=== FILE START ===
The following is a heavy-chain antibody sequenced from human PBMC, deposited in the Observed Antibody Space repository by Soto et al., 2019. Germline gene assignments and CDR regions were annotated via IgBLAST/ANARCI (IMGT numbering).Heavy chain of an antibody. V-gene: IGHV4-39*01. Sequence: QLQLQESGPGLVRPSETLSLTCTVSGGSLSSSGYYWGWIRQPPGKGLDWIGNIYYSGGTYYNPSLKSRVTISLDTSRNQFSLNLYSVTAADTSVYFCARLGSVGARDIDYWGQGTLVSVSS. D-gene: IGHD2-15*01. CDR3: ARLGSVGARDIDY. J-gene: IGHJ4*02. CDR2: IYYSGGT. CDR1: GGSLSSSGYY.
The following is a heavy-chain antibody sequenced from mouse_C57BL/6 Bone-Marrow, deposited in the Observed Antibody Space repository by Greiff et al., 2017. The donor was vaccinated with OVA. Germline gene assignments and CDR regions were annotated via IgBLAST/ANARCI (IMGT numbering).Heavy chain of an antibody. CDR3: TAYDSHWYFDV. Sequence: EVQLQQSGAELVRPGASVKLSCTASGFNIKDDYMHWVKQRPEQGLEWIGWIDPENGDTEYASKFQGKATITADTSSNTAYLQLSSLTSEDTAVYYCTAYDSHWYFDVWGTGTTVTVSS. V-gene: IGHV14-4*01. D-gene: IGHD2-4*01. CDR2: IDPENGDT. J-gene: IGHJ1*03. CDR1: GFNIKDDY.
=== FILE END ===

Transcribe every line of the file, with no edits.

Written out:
The following is a heavy-chain antibody sequenced from human PBMC, deposited in the Observed Antibody Space repository by Soto et al., 2019. Germline gene assignments and CDR regions were annotated via IgBLAST/ANARCI (IMGT numbering).Heavy chain of an antibody. V-gene: IGHV4-39*01. Sequence: QLQLQESGPGLVRPSETLSLTCTVSGGSLSSSGYYWGWIRQPPGKGLDWIGNIYYSGGTYYNPSLKSRVTISLDTSRNQFSLNLYSVTAADTSVYFCARLGSVGARDIDYWGQGTLVSVSS. D-gene: IGHD2-15*01. CDR3: ARLGSVGARDIDY. J-gene: IGHJ4*02. CDR2: IYYSGGT. CDR1: GGSLSSSGYY.
The following is a heavy-chain antibody sequenced from mouse_C57BL/6 Bone-Marrow, deposited in the Observed Antibody Space repository by Greiff et al., 2017. The donor was vaccinated with OVA. Germline gene assignments and CDR regions were annotated via IgBLAST/ANARCI (IMGT numbering).Heavy chain of an antibody. CDR3: TAYDSHWYFDV. Sequence: EVQLQQSGAELVRPGASVKLSCTASGFNIKDDYMHWVKQRPEQGLEWIGWIDPENGDTEYASKFQGKATITADTSSNTAYLQLSSLTSEDTAVYYCTAYDSHWYFDVWGTGTTVTVSS. V-gene: IGHV14-4*01. D-gene: IGHD2-4*01. CDR2: IDPENGDT. J-gene: IGHJ1*03. CDR1: GFNIKDDY.